Toledo Blue Stockings Baseball
Toledo Blue Stockings 1883
Toledo Ohio Blue Stockings
On May 1, 1884, African American baseball player, Moses "Fleetwood" Walker broke the colored barrier in baseball. He accomplished this sixty-three years before Jackie Robinson! History credits Robinson with this historic achievement, but it should be Fleetwood's claim.
The Blue Stockings was formed in 1883 and won the Northwestern League championship in 1883. In 1884 they were in the American Association League. The roster of the Blue Stockings had three notable players.
Moses "Fleetwood" Walker, Hank O'Day, and Tony Mullane. Walker and O'Day went on to be Baseball Hall of Famers. Walker in 1962 and O'Day in 2013.
Toledo has always had a love for baseball, but like other leagues, financial problems existed. Most were still recovering from the Civil War and Reconstruction. And then the depression hit the country, WW I and WW II took their tolls also.
Unfortunately, Cap Anson was only one of many bigots who had a hand in colored baseball. He was especially critical about Moses "Fleetwood" Walker.
Fifth Third Field for Toledo Mud Hens
Fifth Third Field, Mud Hens
In 2002, Fifth Third Field opened for the ToledoMud Hens, a farm, team for Detroit Tigers. The public appears to welcome their new stadium and attendance has surpassed expectations.
Its been a long way from 183 when Moses "Fleetwood" Walker played in Toledo as the first African-American to break the colored barrier.
Before Fifth Third was built, the Mud Hens used Swayne Field as home field. A lot of history came from the stadium. Even Babe Ruth played an exhibition game there on September 13, 1928, beating the Mud Hens 8-6. The highlight was a home run by the "Babe."
Babe Ruth 1928 Toledo Ohio
Moses "Fleetwood" Walker
Moses "Fleetwood" Walker
Walker was born 1856 in Mt.Plesant, Ohio, later moving to Steubenville, Ohio. He attended Oberlin College, then transferring to the University of Michigan, leading the baseball team to a 10-3 record. After graduating from Michigan, he signed with the Toledo Blue Stockings. He played the position of catcher and, with no glove or protection! As a result of playing like that, he suffered many injuries throughout his career.
While on the field, constant racial slurs and death threats were shouted at him. He suffered a season-ending injury, and in 1885, the Blue Stockings folded. His brother Weldy also played for the Blue Stockings during this time.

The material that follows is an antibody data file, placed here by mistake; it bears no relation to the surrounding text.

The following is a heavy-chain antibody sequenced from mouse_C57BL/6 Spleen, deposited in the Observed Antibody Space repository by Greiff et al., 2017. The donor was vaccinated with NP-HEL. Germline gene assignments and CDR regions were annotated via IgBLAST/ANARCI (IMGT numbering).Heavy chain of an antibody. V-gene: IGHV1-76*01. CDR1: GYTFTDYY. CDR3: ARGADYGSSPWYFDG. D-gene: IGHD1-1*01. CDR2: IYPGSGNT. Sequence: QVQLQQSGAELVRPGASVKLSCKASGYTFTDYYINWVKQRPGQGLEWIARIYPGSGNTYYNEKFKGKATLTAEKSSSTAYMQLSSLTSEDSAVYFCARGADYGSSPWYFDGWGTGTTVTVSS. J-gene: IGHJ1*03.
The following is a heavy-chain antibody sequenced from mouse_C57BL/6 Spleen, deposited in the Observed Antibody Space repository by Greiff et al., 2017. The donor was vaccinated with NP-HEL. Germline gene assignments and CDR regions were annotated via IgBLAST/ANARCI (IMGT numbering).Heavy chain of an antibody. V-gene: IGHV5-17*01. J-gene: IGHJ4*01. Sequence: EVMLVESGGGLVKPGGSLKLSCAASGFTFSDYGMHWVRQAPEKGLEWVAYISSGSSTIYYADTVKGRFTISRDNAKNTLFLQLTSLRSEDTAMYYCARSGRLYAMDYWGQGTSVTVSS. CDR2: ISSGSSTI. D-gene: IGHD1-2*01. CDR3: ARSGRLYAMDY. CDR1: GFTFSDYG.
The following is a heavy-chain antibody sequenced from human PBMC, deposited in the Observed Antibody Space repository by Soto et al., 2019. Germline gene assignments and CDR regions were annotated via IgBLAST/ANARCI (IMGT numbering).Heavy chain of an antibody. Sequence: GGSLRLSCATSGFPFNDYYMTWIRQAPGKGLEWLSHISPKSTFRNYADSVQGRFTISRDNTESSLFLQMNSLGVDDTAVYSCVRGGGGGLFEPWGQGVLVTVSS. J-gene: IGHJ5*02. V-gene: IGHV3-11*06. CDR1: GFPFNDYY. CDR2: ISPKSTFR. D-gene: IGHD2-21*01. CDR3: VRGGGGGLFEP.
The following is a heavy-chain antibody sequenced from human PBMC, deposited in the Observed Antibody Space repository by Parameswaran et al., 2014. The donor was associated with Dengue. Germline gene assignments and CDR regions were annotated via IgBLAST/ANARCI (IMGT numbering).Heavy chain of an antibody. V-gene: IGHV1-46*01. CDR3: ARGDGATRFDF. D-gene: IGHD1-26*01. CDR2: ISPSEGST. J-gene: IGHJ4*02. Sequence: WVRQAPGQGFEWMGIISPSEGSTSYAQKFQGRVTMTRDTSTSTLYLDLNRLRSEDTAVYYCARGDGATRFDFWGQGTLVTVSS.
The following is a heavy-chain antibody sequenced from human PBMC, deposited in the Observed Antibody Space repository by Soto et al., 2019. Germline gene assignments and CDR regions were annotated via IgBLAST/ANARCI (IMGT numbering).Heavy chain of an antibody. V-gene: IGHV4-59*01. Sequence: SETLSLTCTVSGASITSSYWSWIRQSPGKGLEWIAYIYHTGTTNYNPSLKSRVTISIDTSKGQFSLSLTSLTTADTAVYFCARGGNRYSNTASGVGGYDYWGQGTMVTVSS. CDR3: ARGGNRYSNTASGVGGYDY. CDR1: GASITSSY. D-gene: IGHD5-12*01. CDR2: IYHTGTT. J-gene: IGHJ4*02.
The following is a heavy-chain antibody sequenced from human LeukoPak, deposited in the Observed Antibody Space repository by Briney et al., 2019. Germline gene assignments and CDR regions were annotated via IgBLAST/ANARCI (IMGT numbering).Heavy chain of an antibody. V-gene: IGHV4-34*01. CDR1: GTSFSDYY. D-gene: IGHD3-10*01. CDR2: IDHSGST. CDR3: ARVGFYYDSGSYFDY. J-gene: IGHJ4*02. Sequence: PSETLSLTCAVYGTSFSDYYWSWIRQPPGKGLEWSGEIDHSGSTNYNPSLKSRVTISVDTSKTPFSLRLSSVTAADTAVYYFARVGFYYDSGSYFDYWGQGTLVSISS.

A game played between Chicago Cubs (then called the "White Stockings," Cap Anson refused to play because Moses was on the field.
Walker bounced around playing in the minor league when he came across Anson again. Anson rallied support and had Walker removed from the roster, and that very day the league managers agreed not to allow black players. The racism and bigotry from Anson would not be allowed today, but racism was alive and well at that period of history.
Newspapers at the time even printed an article calling Walker a "coon player."
While playing in Syracuse, NY, a group of white men threw a rock hitting Walker in the head. Walker pulled a knife in self-defense, stabbing the man. He was tried for murder and found not guilty by a jury of all white men. Walker ended up as a billiards clerk and died in 1924, Cleveland, Ohio. He is buried in Union Cemetery, Steubenville, Ohio.
Today, October 7th is celebrated as "Moses Fleetwood Walker Day.
Hank O'Day, Toledo Blue Stockings
Born Henry Martin Francis 1859 in Ireland. He was also known as the "Reverend." His parents were Irish Immigrants, and both were deaf.
Hank was inducted into the Baseball of Fame in 2013.
Tony Mullane, Toledo Blue Stockings
Mullane was born in 1859, and his nicknames were the "Count" and "Appolo of the Box." Ladies loved his exceptional good looks, and when he was scheduled to play, managers would make it 'Ladies" Day to add to their gate. On a game in Toledo, he received $50. in gold coins, a silver drinking cup, a rifle and, a quilt.
Tony made it known that he disliked Negroes and wouldn't take orders from them. He, therefore, pitched whatever he wanted. He did go on to say, "Walker was the best catcher he ever worked with. Mullane would go on to play with the Cincinnati Red Stockings for the next seven years.
After baseball, he joined the Chicago Police Department retiring in 1924. He is buried in Holy Sepulchre Catholic Cemetery, Worth, Illinois.